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The molecular basis of gender disparities in smoking lung cancer patients
S. Davuluri, A.K. Bajpai, , K.K. Acharya
Published in Elsevier Inc.
PMID: 33358908
Volume: 267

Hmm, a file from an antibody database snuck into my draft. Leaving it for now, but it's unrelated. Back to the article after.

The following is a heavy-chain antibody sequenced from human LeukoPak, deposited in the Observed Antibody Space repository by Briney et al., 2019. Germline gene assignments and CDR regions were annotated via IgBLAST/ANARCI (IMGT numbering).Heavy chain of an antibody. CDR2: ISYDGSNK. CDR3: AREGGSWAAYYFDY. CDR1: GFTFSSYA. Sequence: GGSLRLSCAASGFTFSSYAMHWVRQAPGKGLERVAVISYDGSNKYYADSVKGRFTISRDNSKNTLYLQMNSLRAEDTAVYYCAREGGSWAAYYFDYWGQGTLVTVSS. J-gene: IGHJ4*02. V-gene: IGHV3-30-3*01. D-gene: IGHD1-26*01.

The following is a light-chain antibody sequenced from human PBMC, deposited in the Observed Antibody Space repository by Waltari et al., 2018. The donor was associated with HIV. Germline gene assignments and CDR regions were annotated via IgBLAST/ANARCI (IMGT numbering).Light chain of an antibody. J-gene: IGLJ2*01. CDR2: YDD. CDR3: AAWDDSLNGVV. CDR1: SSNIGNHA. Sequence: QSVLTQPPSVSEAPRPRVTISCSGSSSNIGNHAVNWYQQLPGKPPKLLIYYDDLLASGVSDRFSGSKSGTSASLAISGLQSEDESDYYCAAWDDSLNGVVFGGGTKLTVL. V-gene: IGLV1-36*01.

Aims: Gender disparities exist in smoking-related lung cancer epidemiology, but the molecular basis has not been explored so far. We aimed at identifying genes with gender-bias expression pattern in smoking lung cancer patients for understanding the molecular basis of gender bias in smokers using meta-analysis of microarray gene expression data. Materials and methods: Transcriptome of around 1100 samples from 13 studies were used in the meta-analysis to identify ‘Lung Cancer genes specific to Female-Smokers’ (LCFS) and ‘Lung Cancer genes specific to Male-Smokers’ (LCMS). The expression profiles of these genes were validated with an independent microarray report and TCGA-RNA-sequencing data. The molecular interactions, pathway, and other functional annotations were portrayed for the key genes identified. Key findings: We identified 1159 gender-biased genes in smoking lung cancer patients. Of these, 400 and 474 genes showed differential expression in cancerous compared to normal lung of women (LCFS) and men (LCMS), respectively. While many up-regulated LCFS were involved in ‘immune responses’ including T-cell activation, leukocyte cell-cell adhesion, the LCMS were mainly involved in ‘positive regulation of gene expression’, signaling pathways including RAS, VEGF, insulin-receptor signaling, and ‘cell cycle’. Significance: The strategic-method identified genes, particularly, SNX20, GIMAP6, MTMR2, FAM171B, IDH1, MOBP, FBXO17, LPXN and WIPF1, which were consistently differentially expressed in at least 4 studies, and in agreement with RNA-Seq data. Exploring their functions could be beneficial to the gender-based diagnosis, prognosis, and treatment of lung cancer in smokers. The current meta-analysis supports existing knowledge of sexual-dimorphism of immune responses in cancer. © 2020
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